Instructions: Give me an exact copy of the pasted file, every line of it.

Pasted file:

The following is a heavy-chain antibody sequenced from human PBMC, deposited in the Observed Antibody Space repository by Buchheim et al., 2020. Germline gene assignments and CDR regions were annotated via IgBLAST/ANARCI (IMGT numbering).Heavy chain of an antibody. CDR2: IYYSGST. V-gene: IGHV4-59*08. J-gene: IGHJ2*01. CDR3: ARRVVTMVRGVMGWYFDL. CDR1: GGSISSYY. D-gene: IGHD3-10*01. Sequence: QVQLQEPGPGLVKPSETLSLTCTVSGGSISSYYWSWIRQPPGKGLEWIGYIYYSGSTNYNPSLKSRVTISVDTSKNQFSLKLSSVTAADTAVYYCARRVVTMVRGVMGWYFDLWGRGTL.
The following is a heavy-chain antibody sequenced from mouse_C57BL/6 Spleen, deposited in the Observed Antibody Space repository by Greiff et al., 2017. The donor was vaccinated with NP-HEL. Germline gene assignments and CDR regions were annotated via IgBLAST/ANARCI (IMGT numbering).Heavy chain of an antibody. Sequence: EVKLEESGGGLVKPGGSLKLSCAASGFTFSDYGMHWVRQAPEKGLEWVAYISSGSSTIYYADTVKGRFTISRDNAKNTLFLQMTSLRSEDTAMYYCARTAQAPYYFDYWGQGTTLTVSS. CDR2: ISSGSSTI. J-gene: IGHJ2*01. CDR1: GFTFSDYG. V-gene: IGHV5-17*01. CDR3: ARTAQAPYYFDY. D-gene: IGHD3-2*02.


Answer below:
The following is a heavy-chain antibody sequenced from human PBMC, deposited in the Observed Antibody Space repository by Buchheim et al., 2020. Germline gene assignments and CDR regions were annotated via IgBLAST/ANARCI (IMGT numbering).Heavy chain of an antibody. CDR2: IYYSGST. V-gene: IGHV4-59*08. J-gene: IGHJ2*01. CDR3: ARRVVTMVRGVMGWYFDL. CDR1: GGSISSYY. D-gene: IGHD3-10*01. Sequence: QVQLQEPGPGLVKPSETLSLTCTVSGGSISSYYWSWIRQPPGKGLEWIGYIYYSGSTNYNPSLKSRVTISVDTSKNQFSLKLSSVTAADTAVYYCARRVVTMVRGVMGWYFDLWGRGTL.
The following is a heavy-chain antibody sequenced from mouse_C57BL/6 Spleen, deposited in the Observed Antibody Space repository by Greiff et al., 2017. The donor was vaccinated with NP-HEL. Germline gene assignments and CDR regions were annotated via IgBLAST/ANARCI (IMGT numbering).Heavy chain of an antibody. Sequence: EVKLEESGGGLVKPGGSLKLSCAASGFTFSDYGMHWVRQAPEKGLEWVAYISSGSSTIYYADTVKGRFTISRDNAKNTLFLQMTSLRSEDTAMYYCARTAQAPYYFDYWGQGTTLTVSS. CDR2: ISSGSSTI. J-gene: IGHJ2*01. CDR1: GFTFSDYG. V-gene: IGHV5-17*01. CDR3: ARTAQAPYYFDY. D-gene: IGHD3-2*02.